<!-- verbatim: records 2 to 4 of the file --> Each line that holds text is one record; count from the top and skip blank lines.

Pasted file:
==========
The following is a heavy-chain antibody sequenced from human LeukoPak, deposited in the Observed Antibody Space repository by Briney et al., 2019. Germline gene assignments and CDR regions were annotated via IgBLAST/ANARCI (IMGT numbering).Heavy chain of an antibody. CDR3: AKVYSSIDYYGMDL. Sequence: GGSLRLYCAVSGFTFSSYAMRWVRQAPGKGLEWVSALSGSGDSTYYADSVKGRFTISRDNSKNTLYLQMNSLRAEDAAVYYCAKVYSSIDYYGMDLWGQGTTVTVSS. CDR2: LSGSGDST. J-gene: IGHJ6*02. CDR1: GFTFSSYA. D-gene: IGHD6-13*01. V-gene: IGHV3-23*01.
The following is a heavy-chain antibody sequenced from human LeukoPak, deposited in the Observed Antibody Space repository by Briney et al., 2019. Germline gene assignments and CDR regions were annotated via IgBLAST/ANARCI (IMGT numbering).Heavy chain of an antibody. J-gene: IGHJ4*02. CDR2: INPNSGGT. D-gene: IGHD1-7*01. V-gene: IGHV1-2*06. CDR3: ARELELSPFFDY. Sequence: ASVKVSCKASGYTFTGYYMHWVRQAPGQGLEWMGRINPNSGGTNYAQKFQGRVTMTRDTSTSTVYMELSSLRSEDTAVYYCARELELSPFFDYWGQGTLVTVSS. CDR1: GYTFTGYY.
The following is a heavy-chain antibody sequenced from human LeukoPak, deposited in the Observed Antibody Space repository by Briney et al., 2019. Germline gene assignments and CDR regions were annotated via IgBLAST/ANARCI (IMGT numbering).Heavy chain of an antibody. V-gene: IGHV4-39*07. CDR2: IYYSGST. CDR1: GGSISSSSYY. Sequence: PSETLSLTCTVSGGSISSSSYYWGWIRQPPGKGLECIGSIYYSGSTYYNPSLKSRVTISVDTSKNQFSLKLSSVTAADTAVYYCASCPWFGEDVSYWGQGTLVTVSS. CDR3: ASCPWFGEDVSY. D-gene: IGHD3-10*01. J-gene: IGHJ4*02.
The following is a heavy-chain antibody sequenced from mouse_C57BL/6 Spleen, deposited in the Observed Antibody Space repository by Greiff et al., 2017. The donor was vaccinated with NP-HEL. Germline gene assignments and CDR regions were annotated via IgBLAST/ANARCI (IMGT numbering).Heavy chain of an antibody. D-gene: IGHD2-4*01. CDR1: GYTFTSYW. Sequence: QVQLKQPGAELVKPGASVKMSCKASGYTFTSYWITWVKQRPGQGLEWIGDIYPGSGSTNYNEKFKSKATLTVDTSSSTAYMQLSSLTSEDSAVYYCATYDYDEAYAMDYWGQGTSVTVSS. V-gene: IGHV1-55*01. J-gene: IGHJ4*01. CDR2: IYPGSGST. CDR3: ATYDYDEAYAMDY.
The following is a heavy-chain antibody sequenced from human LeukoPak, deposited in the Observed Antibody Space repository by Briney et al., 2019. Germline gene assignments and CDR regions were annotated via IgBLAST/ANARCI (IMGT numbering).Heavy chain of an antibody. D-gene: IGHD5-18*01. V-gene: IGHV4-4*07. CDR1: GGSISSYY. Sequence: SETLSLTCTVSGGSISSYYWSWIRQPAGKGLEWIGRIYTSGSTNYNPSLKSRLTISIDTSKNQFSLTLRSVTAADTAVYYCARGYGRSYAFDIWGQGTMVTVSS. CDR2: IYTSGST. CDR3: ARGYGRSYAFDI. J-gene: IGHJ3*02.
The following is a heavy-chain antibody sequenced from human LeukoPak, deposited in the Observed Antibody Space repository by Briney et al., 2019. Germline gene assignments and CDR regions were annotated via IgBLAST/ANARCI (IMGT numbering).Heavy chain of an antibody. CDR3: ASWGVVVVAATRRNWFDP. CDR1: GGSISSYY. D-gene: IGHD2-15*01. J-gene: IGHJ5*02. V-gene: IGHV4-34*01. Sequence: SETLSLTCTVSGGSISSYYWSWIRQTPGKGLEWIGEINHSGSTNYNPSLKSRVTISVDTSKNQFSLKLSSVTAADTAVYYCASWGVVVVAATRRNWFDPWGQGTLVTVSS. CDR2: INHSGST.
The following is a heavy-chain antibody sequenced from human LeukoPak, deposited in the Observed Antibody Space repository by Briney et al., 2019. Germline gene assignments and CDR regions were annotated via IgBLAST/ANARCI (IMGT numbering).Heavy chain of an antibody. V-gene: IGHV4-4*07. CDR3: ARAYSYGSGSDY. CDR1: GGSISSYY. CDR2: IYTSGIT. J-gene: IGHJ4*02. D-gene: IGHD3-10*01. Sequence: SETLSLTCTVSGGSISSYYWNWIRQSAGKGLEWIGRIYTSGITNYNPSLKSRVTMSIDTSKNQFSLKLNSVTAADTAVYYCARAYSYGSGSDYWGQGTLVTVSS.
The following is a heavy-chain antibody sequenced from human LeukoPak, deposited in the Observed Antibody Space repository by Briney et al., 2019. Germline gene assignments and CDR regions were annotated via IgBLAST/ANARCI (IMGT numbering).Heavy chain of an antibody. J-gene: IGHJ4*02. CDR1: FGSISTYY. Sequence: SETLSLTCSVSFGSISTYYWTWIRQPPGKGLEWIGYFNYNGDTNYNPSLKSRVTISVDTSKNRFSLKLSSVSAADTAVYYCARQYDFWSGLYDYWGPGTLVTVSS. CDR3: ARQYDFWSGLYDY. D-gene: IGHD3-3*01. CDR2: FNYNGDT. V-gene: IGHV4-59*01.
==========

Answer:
The following is a heavy-chain antibody sequenced from human LeukoPak, deposited in the Observed Antibody Space repository by Briney et al., 2019. Germline gene assignments and CDR regions were annotated via IgBLAST/ANARCI (IMGT numbering).Heavy chain of an antibody. J-gene: IGHJ4*02. CDR2: INPNSGGT. D-gene: IGHD1-7*01. V-gene: IGHV1-2*06. CDR3: ARELELSPFFDY. Sequence: ASVKVSCKASGYTFTGYYMHWVRQAPGQGLEWMGRINPNSGGTNYAQKFQGRVTMTRDTSTSTVYMELSSLRSEDTAVYYCARELELSPFFDYWGQGTLVTVSS. CDR1: GYTFTGYY.
The following is a heavy-chain antibody sequenced from human LeukoPak, deposited in the Observed Antibody Space repository by Briney et al., 2019. Germline gene assignments and CDR regions were annotated via IgBLAST/ANARCI (IMGT numbering).Heavy chain of an antibody. V-gene: IGHV4-39*07. CDR2: IYYSGST. CDR1: GGSISSSSYY. Sequence: PSETLSLTCTVSGGSISSSSYYWGWIRQPPGKGLECIGSIYYSGSTYYNPSLKSRVTISVDTSKNQFSLKLSSVTAADTAVYYCASCPWFGEDVSYWGQGTLVTVSS. CDR3: ASCPWFGEDVSY. D-gene: IGHD3-10*01. J-gene: IGHJ4*02.
The following is a heavy-chain antibody sequenced from mouse_C57BL/6 Spleen, deposited in the Observed Antibody Space repository by Greiff et al., 2017. The donor was vaccinated with NP-HEL. Germline gene assignments and CDR regions were annotated via IgBLAST/ANARCI (IMGT numbering).Heavy chain of an antibody. D-gene: IGHD2-4*01. CDR1: GYTFTSYW. Sequence: QVQLKQPGAELVKPGASVKMSCKASGYTFTSYWITWVKQRPGQGLEWIGDIYPGSGSTNYNEKFKSKATLTVDTSSSTAYMQLSSLTSEDSAVYYCATYDYDEAYAMDYWGQGTSVTVSS. V-gene: IGHV1-55*01. J-gene: IGHJ4*01. CDR2: IYPGSGST. CDR3: ATYDYDEAYAMDY.